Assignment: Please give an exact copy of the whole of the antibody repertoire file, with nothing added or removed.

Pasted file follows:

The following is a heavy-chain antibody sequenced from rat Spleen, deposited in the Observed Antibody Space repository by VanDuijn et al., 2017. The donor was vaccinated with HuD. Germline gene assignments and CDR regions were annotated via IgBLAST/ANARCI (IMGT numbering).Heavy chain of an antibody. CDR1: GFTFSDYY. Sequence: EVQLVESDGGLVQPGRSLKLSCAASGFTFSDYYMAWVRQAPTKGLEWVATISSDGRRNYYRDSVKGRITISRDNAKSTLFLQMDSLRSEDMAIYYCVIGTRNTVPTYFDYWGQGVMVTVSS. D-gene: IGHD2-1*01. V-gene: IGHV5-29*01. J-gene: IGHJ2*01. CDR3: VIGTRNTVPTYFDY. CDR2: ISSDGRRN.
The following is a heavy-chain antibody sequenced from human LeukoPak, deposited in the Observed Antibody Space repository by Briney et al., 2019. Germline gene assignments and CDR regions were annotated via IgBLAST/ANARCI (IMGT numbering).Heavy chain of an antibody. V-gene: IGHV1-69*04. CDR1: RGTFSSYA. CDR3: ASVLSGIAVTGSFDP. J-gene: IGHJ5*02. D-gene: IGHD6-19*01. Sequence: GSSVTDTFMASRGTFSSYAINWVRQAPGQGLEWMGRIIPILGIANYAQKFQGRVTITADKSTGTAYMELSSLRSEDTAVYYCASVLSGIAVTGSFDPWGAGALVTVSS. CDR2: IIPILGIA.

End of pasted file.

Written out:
The following is a heavy-chain antibody sequenced from rat Spleen, deposited in the Observed Antibody Space repository by VanDuijn et al., 2017. The donor was vaccinated with HuD. Germline gene assignments and CDR regions were annotated via IgBLAST/ANARCI (IMGT numbering).Heavy chain of an antibody. CDR1: GFTFSDYY. Sequence: EVQLVESDGGLVQPGRSLKLSCAASGFTFSDYYMAWVRQAPTKGLEWVATISSDGRRNYYRDSVKGRITISRDNAKSTLFLQMDSLRSEDMAIYYCVIGTRNTVPTYFDYWGQGVMVTVSS. D-gene: IGHD2-1*01. V-gene: IGHV5-29*01. J-gene: IGHJ2*01. CDR3: VIGTRNTVPTYFDY. CDR2: ISSDGRRN.
The following is a heavy-chain antibody sequenced from human LeukoPak, deposited in the Observed Antibody Space repository by Briney et al., 2019. Germline gene assignments and CDR regions were annotated via IgBLAST/ANARCI (IMGT numbering).Heavy chain of an antibody. V-gene: IGHV1-69*04. CDR1: RGTFSSYA. CDR3: ASVLSGIAVTGSFDP. J-gene: IGHJ5*02. D-gene: IGHD6-19*01. Sequence: GSSVTDTFMASRGTFSSYAINWVRQAPGQGLEWMGRIIPILGIANYAQKFQGRVTITADKSTGTAYMELSSLRSEDTAVYYCASVLSGIAVTGSFDPWGAGALVTVSS. CDR2: IIPILGIA.